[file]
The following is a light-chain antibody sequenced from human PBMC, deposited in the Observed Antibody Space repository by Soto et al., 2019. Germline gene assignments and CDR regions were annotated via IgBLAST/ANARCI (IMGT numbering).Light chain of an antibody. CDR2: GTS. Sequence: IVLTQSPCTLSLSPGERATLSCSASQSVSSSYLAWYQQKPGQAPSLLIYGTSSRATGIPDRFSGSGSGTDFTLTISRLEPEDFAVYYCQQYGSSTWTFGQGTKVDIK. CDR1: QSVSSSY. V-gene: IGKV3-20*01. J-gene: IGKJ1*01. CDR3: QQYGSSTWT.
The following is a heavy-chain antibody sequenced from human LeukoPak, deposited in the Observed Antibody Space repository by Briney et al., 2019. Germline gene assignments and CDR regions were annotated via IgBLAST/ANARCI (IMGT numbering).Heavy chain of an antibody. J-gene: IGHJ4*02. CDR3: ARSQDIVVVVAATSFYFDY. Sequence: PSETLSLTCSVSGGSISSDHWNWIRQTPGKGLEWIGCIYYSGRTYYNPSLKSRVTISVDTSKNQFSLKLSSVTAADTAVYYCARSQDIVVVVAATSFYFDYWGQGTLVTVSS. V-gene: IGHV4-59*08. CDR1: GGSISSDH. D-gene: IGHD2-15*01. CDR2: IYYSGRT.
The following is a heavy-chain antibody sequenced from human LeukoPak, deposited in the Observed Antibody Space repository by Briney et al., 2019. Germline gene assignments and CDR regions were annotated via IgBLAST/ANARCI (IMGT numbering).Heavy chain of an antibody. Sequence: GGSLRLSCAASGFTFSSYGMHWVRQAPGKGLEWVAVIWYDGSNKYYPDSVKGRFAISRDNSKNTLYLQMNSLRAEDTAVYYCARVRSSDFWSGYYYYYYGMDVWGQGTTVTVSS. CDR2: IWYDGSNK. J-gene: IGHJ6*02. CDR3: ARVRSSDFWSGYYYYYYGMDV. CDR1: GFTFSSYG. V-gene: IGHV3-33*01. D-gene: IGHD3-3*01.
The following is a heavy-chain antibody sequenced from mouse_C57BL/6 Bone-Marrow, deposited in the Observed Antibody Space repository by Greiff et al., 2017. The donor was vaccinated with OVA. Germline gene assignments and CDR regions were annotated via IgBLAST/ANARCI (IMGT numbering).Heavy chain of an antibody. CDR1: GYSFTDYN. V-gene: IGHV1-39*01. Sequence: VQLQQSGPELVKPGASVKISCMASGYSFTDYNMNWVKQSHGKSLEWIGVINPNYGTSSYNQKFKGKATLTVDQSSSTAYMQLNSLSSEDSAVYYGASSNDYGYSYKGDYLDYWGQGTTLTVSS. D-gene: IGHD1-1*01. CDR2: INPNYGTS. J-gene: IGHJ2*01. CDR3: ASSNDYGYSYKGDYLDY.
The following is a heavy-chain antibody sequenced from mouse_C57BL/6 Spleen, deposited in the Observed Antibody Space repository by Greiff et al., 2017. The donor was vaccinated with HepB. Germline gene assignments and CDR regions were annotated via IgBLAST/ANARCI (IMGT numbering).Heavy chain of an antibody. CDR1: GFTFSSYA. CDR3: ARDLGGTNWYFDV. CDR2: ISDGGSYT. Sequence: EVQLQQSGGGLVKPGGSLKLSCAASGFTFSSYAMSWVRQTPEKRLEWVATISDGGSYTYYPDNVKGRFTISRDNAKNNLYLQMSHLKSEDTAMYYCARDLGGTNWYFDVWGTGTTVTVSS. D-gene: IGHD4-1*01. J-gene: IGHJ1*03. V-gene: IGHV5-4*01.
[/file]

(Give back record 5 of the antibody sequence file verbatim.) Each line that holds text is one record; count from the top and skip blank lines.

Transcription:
The following is a heavy-chain antibody sequenced from mouse_C57BL/6 Spleen, deposited in the Observed Antibody Space repository by Greiff et al., 2017. The donor was vaccinated with HepB. Germline gene assignments and CDR regions were annotated via IgBLAST/ANARCI (IMGT numbering).Heavy chain of an antibody. CDR1: GFTFSSYA. CDR3: ARDLGGTNWYFDV. CDR2: ISDGGSYT. Sequence: EVQLQQSGGGLVKPGGSLKLSCAASGFTFSSYAMSWVRQTPEKRLEWVATISDGGSYTYYPDNVKGRFTISRDNAKNNLYLQMSHLKSEDTAMYYCARDLGGTNWYFDVWGTGTTVTVSS. D-gene: IGHD4-1*01. J-gene: IGHJ1*03. V-gene: IGHV5-4*01.